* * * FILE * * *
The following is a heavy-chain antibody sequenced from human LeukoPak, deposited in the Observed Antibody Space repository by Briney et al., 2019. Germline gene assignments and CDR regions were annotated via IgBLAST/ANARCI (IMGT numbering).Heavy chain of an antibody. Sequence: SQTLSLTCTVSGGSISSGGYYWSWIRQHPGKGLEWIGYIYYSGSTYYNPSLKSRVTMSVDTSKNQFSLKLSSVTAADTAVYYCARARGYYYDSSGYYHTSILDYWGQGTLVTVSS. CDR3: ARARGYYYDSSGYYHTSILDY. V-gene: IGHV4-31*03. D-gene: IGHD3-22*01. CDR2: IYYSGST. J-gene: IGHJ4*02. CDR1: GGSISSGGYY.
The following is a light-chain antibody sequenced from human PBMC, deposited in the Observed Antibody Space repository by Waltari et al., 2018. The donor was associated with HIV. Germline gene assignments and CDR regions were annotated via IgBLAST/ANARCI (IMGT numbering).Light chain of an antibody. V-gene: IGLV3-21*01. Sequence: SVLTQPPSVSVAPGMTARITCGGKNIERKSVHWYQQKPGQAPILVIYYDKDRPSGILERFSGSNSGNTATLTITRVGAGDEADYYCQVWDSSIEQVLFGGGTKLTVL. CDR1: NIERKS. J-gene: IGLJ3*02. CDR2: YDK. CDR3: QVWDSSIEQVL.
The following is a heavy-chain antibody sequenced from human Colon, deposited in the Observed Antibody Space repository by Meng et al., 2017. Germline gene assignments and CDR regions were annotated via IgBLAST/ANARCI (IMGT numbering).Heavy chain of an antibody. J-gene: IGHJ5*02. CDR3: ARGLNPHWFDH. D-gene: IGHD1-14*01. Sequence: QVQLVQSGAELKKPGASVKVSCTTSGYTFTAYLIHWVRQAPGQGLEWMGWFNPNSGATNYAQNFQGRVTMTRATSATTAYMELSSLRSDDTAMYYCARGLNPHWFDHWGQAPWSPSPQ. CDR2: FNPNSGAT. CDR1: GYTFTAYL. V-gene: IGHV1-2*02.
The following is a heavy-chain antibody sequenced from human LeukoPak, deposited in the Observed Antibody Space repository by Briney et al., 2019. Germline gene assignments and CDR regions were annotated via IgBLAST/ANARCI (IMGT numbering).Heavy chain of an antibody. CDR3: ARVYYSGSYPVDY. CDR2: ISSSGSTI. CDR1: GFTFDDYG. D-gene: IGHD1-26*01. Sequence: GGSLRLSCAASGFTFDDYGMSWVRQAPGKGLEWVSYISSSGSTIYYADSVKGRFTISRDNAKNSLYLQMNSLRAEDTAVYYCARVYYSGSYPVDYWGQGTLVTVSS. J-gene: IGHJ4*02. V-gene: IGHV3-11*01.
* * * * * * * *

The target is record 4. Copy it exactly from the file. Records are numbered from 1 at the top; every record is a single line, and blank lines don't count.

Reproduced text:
The following is a heavy-chain antibody sequenced from human LeukoPak, deposited in the Observed Antibody Space repository by Briney et al., 2019. Germline gene assignments and CDR regions were annotated via IgBLAST/ANARCI (IMGT numbering).Heavy chain of an antibody. CDR3: ARVYYSGSYPVDY. CDR2: ISSSGSTI. CDR1: GFTFDDYG. D-gene: IGHD1-26*01. Sequence: GGSLRLSCAASGFTFDDYGMSWVRQAPGKGLEWVSYISSSGSTIYYADSVKGRFTISRDNAKNSLYLQMNSLRAEDTAVYYCARVYYSGSYPVDYWGQGTLVTVSS. J-gene: IGHJ4*02. V-gene: IGHV3-11*01.